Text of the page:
Lady Gaga and Tony Bennett have announced a new collaboration, complete with an album and PBS special.
This got us thinking about other great duets. Check out Jim and Greg’s favorites
Sound Opinions is the worlds ONLY Rock & Roll Talkshow from WBEZ & PRX. Please listen critically.
#tbt Ziggy Stardust says farewell at the Hammersmith Odeon on this day in 1973. Lucky for us we still have the music.
Billboard says Happy Birthday America with this fun collection of 50 music stars from 50 states
In honor of Memorial Day, Jim and Greg are talking “Songs from the Front Lines” this week. We asked veterans, current servicemen and women, and their families to tell us what they listened to on the front lines—as well as in the mess hall, in the medic tent, at sea, and on the homefront. Below are a few of the many fantastic responses we received.
Got a military-inspired pick? Call our hotline at 888.859.1800.
Listen to the full show here.
Zach Morgan via Facebook: I joined up in January 2003, and the most resonant song for me was Springsteen’s “Further On (Up The Road).” … To me it communicated the idea of some dark, terrible, business that must be done on someone else’s behalf. It made me feel like a Sin Eater, and gave me strength.
Now I been out in the desert, just doin’ my time
Searchin’ through the dust, lookin’ for a sign
If there’s a light up ahead, well brother, I don’t know…
Ace Fisher Aldag via Facebook: My husband David was in MLRS / Field Artillery in the first Gulf War. Their unit’s theme song was “Born to be Wild” by Steppenwolf. A line is “Fire all of your guns at once and explode into space.” He had a cassette tape crusted with desert sand signed by the band when he came home.
Dave from Washington, DC: I always think of the song “Gypsy Road” [by Cinderella] when I think of my time in Afghanistan in 2003. Maybe it was being a child of the MTV 1980s, but I remember being scared shitless a lot of times there and the words from the song kind of sum it up. "My gypsy road can’t take me home, I drive all night to see the light…" It was my best assignment and also the true loss of innocence.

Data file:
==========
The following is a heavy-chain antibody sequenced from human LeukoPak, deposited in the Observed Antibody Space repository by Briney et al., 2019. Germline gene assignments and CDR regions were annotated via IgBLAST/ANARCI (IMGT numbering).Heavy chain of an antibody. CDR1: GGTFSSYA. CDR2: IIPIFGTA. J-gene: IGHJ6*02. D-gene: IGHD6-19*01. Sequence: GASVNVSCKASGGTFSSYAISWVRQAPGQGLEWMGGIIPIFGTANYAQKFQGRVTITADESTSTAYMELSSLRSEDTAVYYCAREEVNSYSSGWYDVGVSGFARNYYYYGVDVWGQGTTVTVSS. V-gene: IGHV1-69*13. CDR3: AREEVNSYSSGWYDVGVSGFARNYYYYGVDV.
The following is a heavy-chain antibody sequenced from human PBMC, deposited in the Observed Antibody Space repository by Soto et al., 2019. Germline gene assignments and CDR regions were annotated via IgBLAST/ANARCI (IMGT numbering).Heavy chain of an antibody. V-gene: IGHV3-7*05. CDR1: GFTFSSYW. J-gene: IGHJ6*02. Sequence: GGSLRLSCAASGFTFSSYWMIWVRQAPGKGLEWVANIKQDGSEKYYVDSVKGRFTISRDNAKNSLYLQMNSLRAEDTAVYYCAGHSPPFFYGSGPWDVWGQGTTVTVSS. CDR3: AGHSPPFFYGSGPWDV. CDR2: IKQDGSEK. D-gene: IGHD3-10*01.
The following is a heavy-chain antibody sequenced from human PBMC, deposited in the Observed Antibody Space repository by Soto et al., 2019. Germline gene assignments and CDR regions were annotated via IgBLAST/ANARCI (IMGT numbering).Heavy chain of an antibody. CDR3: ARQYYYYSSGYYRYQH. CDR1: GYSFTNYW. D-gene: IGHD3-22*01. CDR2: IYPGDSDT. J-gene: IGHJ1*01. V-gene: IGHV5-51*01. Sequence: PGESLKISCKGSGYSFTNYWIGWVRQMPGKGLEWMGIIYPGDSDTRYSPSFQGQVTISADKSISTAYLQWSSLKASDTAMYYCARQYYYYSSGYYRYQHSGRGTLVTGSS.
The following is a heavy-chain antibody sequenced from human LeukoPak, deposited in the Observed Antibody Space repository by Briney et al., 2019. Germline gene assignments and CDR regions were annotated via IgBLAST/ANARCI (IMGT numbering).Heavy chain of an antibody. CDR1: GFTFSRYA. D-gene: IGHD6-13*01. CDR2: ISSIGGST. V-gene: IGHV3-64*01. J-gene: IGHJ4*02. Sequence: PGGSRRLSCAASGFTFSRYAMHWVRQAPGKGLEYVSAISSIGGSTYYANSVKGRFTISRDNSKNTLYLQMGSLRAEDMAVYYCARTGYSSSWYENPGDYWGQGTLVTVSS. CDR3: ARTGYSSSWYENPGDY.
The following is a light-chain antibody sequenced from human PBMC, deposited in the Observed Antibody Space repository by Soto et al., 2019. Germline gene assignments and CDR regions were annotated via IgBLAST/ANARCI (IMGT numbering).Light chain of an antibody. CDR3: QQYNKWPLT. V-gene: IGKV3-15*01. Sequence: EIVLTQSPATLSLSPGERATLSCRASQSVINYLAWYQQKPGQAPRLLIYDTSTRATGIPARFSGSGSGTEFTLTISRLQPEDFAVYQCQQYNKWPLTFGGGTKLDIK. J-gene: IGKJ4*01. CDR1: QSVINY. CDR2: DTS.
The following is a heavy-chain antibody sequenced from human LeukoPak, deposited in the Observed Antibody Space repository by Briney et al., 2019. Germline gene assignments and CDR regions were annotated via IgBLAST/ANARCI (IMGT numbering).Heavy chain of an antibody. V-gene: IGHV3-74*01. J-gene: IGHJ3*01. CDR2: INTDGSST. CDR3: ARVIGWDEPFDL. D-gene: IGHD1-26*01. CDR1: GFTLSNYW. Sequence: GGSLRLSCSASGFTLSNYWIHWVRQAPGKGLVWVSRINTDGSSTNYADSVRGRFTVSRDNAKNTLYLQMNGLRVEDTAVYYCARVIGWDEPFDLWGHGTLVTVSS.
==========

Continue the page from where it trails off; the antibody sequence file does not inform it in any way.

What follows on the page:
Emily Kelley via email: I love your “Music from the Frontlines” idea, but I propose you also consider a “Music on the Homefront” segment, too. Several months ago, I heard the first couple chords from 3 Doors Down’s “When I’m Gone” on Pandora, and the emotions of my husband’s (then fiancé) first deployment to Iraq (back in 2003-2004) hit me like a ton of bricks. Good and bad memories came pouring back in, and right there in my office at work, in front of my colleagues, I started to cry. The whole album that song is on seemed to be written for the couple dealing with a deployment, oddly enough. … Deployment can be exhilarating and terrifying, but most of it is just mundane and lonely. Music is what truly helps get you through it. That, and good friends and good wine, of course.
Josh La Fleur (Bulldog Troop, 1-91 cavalry squadron, 173rd Airborne Brigade) via email: We were deployed in Charkh District, Logar Province Afghanistan in 2010. “Saddam” by Pastor Troy was 1st Platoon’s anthem. Before every combat patrol a soldier would play ‘Saddam’ on battery powered Bose portable speakers. The whole rap would resonate through our dusty tent to the chorus “Like Saddam, you betta get ready to run.” Nothing said it better, nothing gave us the feeling better that we were leaving the wire to go hunting. It was a ritual that gave us a feeling of confidence and motivation in a dangerous battlefield where nothing was certain.
David Carmichael from New Jersey via email: I deployed to Saudi Arabia with the 2nd brigade of the 82nd Airborne Division on August 9th, 1990. One of the most motivating songs we listened to while over there in that sandbox hell was Twisted Sister’s “Wake Up (The Sleeping Giant).” The lyrics that meant so much to us:
We got the numbers, yeah, we got the might